by Laurie Goodstein
from New York Times
American Muslim leaders and organizations rushed on Wednesday to condemn the attacks on American diplomatic outposts in Libya and Egypt, issuing news releases and giving interviews that seemed aimed as much at an American audience as at Muslims overseas.
Referring to the anti-Muslim video at the center of the attacks that is believed to be American-made, they said that no matter how offensive the film, violence was unjustified and even un-Islamic. They stressed repeatedly that the film did not represent Americans’ attitudes toward Islam and Muslims. And they said they were appalled that a film that they said was so clearly intended to incite hatred and anger toward the United States had succeeded in doing so.
Imam Mohamed Magid, president of the Islamic Society of North America, an umbrella group of American mosques, denounced the violence at a news conference in Washington, appearing alongside a rabbi, a Baptist minister and the Libyan ambassador to the United States, Ali Aujali.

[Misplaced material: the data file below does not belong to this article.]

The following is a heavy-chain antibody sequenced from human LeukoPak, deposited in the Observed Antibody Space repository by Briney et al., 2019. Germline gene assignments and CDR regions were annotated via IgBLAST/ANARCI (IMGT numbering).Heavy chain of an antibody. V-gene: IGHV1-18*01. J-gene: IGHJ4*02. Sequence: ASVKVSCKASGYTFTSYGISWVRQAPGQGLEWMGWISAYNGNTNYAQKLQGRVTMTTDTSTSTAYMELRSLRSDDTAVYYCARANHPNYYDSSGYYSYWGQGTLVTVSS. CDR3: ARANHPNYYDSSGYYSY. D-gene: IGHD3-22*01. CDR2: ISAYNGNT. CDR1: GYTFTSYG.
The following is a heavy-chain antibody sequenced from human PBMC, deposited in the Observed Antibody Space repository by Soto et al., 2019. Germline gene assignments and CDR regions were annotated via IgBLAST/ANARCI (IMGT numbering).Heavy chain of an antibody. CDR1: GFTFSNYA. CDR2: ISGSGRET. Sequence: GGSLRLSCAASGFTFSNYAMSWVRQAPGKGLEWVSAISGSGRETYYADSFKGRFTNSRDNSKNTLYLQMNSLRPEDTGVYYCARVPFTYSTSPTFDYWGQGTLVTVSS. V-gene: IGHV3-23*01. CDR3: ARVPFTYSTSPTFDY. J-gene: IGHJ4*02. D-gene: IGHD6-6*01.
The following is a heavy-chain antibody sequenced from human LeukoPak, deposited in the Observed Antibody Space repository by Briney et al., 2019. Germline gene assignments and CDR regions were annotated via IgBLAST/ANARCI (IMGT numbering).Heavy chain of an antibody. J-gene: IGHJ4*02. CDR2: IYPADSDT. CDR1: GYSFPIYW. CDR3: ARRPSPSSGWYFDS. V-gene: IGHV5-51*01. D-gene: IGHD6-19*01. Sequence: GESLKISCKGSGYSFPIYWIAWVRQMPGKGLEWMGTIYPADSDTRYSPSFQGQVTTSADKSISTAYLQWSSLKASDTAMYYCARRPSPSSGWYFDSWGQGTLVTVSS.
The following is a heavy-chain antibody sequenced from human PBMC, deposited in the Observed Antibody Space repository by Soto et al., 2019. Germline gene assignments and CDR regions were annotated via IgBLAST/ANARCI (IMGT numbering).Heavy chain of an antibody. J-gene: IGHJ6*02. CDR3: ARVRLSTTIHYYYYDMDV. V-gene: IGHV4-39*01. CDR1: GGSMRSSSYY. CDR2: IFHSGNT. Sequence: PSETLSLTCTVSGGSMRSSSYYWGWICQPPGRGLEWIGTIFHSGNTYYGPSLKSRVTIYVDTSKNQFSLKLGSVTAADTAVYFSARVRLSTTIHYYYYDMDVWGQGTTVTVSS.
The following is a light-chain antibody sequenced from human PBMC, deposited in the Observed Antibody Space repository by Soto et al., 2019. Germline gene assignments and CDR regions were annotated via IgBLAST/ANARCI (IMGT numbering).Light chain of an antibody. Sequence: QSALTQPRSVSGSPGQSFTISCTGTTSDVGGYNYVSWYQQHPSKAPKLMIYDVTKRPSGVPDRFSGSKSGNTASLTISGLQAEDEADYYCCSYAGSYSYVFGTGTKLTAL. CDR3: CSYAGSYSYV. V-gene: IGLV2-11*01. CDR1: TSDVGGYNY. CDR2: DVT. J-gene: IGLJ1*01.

Mr. Magid said in a telephone interview that he and other American Muslim leaders had been contacting Muslim scholars in Egypt, Libya, Tunisia and Mauritania to tell them that those who made the film “do not represent the American people.”
He said, “Those who did this act of violence fall into the trap of the people who want them to act that way.”